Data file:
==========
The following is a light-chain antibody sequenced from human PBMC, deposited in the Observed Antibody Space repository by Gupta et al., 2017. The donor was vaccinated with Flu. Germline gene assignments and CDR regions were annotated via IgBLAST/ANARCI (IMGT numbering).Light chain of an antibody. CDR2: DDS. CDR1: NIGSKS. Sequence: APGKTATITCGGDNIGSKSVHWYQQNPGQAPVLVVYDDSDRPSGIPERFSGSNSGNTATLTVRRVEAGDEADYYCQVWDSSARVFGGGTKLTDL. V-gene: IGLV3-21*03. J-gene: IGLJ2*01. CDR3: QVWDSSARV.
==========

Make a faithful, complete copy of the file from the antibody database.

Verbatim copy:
The following is a light-chain antibody sequenced from human PBMC, deposited in the Observed Antibody Space repository by Gupta et al., 2017. The donor was vaccinated with Flu. Germline gene assignments and CDR regions were annotated via IgBLAST/ANARCI (IMGT numbering).Light chain of an antibody. CDR2: DDS. CDR1: NIGSKS. Sequence: APGKTATITCGGDNIGSKSVHWYQQNPGQAPVLVVYDDSDRPSGIPERFSGSNSGNTATLTVRRVEAGDEADYYCQVWDSSARVFGGGTKLTDL. V-gene: IGLV3-21*03. J-gene: IGLJ2*01. CDR3: QVWDSSARV.